or What COS Theatre is doing this season to be “less bad.”
This year, a couple of us who work in the College of the Siskiyous Theatre Department, are trying to make our theatre department better for our environment. I am afraid it is what McDonough and Braungart call in Cradle to Cradle, “being less bad.” It is a start, however, while we all try to wrap our heads around what it will mean to our theaters to be truly sustainable. The most important thing is that we are beginning to teach our students that environmental awareness and stewardship is important in everything we do and that we are turning out theatre practitioners that are part of the solution.
For our current project, The Spitfire Grill, the set designer designed the set for disassembly. He assured me that we would be able to reuse every inch of the lumber we used in this set. The main idea is first–some considerations made in the overall design and second–more screwing, less gluing. Unlike professional theater, we can afford the manpower (free student labor) to completely disassemble the set after the show. It helps too, if any texturing you are considering is applied with paint and not a 3-D goo such as scenic mud. While we all love scenic mud, it makes surfaces more difficult to incorporate into another production. The other thing about this set is that we considered our season next year into its design and construction. We are going to use this set again this summer for Nunsense and again in the fall for either Bus Stop or When You Comin’ Back Home Red Rider. Not only does this sort of forward thinking save countless construction hours, it saves us money too. With the recent cuts in education here in California, it will really help us next year.
In the costume shop, I have been determined to buy more sustainable fabrics. That is getting easier as more products are becoming available. I have eliminated the use of any toxic glues and compounds I may have used in the past. I am searching for alternative clothing options instead of dying something I have in stock that is a “wrong” color. I still dye with Rit sometimes, but I am buying liquid dyes, so that I don’t have to worry about anyone inhaling the dust. I will investigate some non-toxic dye options. We have secured a better storage area that will effectively triple my storage capacity. That is, when I finish building all the racks I need. Increasing storage will also save build time and money. When I visited the University of Washington a couple years ago, they told me that they rarely spend over $200 for costumes in most productions—they have an amazing amount of storage. While storage seems to be a luxury at most colleges and universities, it is a crucial requirement to building what you might call a “sustainable” costume stock. For those of you who are lucky enough to be near costume rental houses, using that source is a sustainable option as well. I am trying to find everything at thrift stores for Spitfire, rather than making the “perfect” item. I am using task lighting rather than lighting a whole room and I am giving my fabric scraps to quilters. I am washing wool sweaters in woolite and I am washing silks in shampoo instead of sending them to the cleaners. Oh… and of course I try to use my own canvas bags, or abstain from bags altogether when I make purchases.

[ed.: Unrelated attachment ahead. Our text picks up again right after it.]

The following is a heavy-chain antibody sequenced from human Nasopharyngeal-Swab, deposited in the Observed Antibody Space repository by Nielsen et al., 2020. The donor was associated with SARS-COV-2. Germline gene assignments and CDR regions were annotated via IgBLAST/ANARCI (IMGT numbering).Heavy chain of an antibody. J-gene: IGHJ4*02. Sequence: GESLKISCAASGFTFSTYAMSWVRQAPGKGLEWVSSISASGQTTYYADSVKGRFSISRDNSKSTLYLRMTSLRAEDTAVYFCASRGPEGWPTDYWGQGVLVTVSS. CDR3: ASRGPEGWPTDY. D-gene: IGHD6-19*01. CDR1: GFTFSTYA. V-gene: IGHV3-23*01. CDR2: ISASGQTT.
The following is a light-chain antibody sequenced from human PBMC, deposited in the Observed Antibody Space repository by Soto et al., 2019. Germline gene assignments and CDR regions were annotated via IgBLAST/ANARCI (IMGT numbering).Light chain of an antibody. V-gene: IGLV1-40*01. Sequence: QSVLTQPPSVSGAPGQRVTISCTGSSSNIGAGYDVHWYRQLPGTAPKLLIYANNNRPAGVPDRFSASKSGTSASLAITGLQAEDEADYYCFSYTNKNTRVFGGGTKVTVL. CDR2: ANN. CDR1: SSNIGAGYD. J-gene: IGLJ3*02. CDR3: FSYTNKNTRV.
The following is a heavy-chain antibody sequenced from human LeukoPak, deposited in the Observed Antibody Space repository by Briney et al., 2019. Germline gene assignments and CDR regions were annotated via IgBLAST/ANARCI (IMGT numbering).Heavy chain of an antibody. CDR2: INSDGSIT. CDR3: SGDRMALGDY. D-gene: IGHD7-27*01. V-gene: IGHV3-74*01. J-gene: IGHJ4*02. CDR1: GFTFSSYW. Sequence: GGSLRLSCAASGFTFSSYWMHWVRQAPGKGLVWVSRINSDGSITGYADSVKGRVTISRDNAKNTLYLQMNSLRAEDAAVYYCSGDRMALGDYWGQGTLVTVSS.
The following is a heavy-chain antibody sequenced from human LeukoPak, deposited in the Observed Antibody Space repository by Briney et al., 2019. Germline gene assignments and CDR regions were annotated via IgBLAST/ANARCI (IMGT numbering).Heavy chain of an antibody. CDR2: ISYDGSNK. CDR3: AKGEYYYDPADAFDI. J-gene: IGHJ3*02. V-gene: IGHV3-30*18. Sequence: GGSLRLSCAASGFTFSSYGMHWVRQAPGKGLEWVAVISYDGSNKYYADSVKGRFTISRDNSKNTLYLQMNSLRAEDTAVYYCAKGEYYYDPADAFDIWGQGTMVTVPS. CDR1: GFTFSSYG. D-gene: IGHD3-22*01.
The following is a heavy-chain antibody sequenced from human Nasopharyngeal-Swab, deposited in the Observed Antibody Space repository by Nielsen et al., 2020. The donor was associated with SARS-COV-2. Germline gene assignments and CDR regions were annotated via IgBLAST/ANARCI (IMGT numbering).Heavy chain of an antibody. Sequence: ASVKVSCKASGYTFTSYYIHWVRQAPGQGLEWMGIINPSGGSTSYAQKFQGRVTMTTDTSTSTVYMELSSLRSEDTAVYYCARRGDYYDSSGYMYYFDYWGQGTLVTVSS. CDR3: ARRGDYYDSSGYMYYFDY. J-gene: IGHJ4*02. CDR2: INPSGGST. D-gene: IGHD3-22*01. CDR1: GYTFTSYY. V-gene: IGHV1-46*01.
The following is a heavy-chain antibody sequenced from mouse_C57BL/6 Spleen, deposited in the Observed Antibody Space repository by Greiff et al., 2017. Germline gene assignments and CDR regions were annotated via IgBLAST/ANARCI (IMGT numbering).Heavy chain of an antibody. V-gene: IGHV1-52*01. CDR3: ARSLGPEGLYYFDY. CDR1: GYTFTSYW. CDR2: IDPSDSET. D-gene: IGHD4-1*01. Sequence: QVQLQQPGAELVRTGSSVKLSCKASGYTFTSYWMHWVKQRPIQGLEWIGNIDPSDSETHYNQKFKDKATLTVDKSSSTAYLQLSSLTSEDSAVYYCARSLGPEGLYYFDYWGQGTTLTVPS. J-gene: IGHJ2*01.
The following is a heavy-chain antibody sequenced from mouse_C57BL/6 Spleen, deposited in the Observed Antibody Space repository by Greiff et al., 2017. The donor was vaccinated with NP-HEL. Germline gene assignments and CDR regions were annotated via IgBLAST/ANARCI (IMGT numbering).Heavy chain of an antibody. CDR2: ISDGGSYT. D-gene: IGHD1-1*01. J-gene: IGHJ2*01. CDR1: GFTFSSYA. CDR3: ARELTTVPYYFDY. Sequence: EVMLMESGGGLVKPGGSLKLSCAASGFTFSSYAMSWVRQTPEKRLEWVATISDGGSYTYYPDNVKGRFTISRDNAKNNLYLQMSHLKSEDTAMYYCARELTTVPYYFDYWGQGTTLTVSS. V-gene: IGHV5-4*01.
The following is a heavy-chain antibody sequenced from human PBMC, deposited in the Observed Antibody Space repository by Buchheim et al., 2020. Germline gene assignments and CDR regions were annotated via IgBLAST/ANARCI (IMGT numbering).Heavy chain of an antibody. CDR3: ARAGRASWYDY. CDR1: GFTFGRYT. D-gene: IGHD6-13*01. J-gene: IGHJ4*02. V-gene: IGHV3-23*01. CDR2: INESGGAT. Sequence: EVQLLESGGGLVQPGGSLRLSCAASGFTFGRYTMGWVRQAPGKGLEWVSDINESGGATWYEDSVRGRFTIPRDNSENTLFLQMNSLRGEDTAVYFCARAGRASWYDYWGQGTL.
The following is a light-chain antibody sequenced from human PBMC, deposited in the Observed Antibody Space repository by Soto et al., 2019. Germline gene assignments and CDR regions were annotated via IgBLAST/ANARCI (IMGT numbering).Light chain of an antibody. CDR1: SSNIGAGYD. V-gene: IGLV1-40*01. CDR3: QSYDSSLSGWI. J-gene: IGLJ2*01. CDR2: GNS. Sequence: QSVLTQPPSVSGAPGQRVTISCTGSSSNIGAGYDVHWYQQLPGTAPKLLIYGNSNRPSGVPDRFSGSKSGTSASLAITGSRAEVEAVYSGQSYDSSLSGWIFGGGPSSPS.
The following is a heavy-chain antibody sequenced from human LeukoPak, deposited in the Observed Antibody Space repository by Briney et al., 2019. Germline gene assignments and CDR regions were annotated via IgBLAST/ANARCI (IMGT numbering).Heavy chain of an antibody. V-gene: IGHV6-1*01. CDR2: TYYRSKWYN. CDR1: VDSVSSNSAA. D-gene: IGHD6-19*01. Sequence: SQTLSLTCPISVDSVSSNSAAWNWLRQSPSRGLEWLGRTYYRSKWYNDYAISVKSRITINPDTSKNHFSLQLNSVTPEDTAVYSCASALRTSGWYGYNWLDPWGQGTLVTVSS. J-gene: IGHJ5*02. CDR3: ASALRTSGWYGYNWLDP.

For our new concessions area (the tops assembled from old doors) I am making hemp aprons for the staff and we are buying only organic coffee in bulk. We are selling only locally made baked goods too. We are using paper cups at the moment, but I will make the move to washables when I can. We also want to sell ceramic and travel mugs that we can fill with a complementary cup of coffee (and offer a discount on further cups.)
Building-wise, LEED seems out of reach for the time being. One of the crucial requirements is that we be able to measure our buildings water, electric and fuel usage. Makes sense of course. On our campus, none of the buildings are individually metered; I imagine that is the case on many campuses. That requirement is not so easily met, but we hope to renovate our theater in the near future–hopefully we can include that requirement as well as the others to qualify for LEED. Meanwhile, we have replaced all the fluorescents in the building with more energy efficient fluorescents, put compact fluorescents in the lobby, and did something to the tanks of the toilets to use less water. I am looking into LED lights for the house—they are dimmable. While they are about $60 apiece, they should not need to be replaced for at least 10 years. Since our houselights are about 25 feet in the air, this will be quite the convenience. The cost of getting a LEED certification for an existing building is from $2-6,000 from what I understand, for application fees. While I agree with the argument that perhaps that money can be spent on more energy efficient items, LEED buys you some credibility. For an existing building, I think it may be worth it.
I would love to see what others are doing in their theaters—look to the forums for that discussion!